Utah's gay marriage ban struck down in appeals court
For the first time, a federal appeals court has ruled in the same-sex marriage debate as Utah's gay marriage ban was struck down Wednesday by a panel of three judges.
The United States Court of Appeals for the Tenth Circuit affirmed that the state's voter-approved gay marriage ban, initially struck down in December, is unconstitutional. The judges cited the constitutional guarantee of equal protection under the law in their decision.
"The Fourteenth Amendment protects the fundamental right to marry, establish a family, raise children, and enjoy the full protection of a state's marital laws," the court wrote.
"A state may not deny the issuance of a marriage license to two persons, or refuse to recognise their marriage, based solely upon the sex of the persons in the marriage union."
A stay on the decision was granted, and the attorney general has asked the Supreme Court to hear the case.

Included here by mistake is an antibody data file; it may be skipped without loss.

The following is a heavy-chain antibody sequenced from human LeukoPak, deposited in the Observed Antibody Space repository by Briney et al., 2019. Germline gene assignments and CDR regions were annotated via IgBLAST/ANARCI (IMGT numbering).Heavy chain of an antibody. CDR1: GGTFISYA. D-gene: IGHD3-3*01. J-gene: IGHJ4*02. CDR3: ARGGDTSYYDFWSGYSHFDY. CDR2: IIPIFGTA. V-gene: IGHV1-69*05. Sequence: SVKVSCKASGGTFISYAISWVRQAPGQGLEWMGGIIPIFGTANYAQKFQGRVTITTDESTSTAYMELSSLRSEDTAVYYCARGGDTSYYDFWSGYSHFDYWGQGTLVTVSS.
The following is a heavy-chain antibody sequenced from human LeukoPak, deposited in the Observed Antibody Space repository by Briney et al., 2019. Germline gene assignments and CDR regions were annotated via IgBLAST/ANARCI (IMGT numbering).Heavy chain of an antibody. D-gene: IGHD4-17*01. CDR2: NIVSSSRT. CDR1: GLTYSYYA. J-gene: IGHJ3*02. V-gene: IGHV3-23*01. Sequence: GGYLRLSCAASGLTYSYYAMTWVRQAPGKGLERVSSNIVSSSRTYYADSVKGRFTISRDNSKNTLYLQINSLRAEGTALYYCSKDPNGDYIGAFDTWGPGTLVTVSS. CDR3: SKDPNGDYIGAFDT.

Utah Governor Gary Herbert has repeatedly stated that he will defend the state's 2004 law defining marriage as the union of a man and a woman all the way to the highest court, and to do otherwise would be "the next step to anarchy".
Utah Senator Orrin Hatch agreed that the developments are a slippery slope.
"Is the federal government constitutionally going to take away all the rights of the states?" Hatch asked in a May interview.
"We're in danger of losing our religious freedom and our rights. People are moving away from going to church on Sundays. People are starting to find fault with religions and their beliefs," he said.
Although Sen. Hatch disagrees with the judicial branch's decisions, he stated that he must still uphold the law.
"I think it's a portend of the future that sooner or later, gay marriage is probably going to be approved by the Supreme Court of the United States," he said.
"I don't think that's the right way to go. But on the other hand, I do accept whatever the courts say."
Indiana's gay marriage ban was also reversed Wednesday, and marriage licenses were issued to same-sex couples almost immediately. The attorney general plans to appeal that decision.